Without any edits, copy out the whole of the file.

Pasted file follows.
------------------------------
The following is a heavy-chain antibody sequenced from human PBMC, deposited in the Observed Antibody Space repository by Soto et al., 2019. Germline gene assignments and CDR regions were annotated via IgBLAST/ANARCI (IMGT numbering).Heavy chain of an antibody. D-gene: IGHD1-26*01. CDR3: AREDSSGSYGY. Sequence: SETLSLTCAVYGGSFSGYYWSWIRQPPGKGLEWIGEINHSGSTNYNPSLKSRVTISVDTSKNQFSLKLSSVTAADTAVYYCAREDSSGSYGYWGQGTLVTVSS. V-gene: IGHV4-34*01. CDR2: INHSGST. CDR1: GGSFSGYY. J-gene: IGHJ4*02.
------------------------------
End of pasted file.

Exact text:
The following is a heavy-chain antibody sequenced from human PBMC, deposited in the Observed Antibody Space repository by Soto et al., 2019. Germline gene assignments and CDR regions were annotated via IgBLAST/ANARCI (IMGT numbering).Heavy chain of an antibody. D-gene: IGHD1-26*01. CDR3: AREDSSGSYGY. Sequence: SETLSLTCAVYGGSFSGYYWSWIRQPPGKGLEWIGEINHSGSTNYNPSLKSRVTISVDTSKNQFSLKLSSVTAADTAVYYCAREDSSGSYGYWGQGTLVTVSS. V-gene: IGHV4-34*01. CDR2: INHSGST. CDR1: GGSFSGYY. J-gene: IGHJ4*02.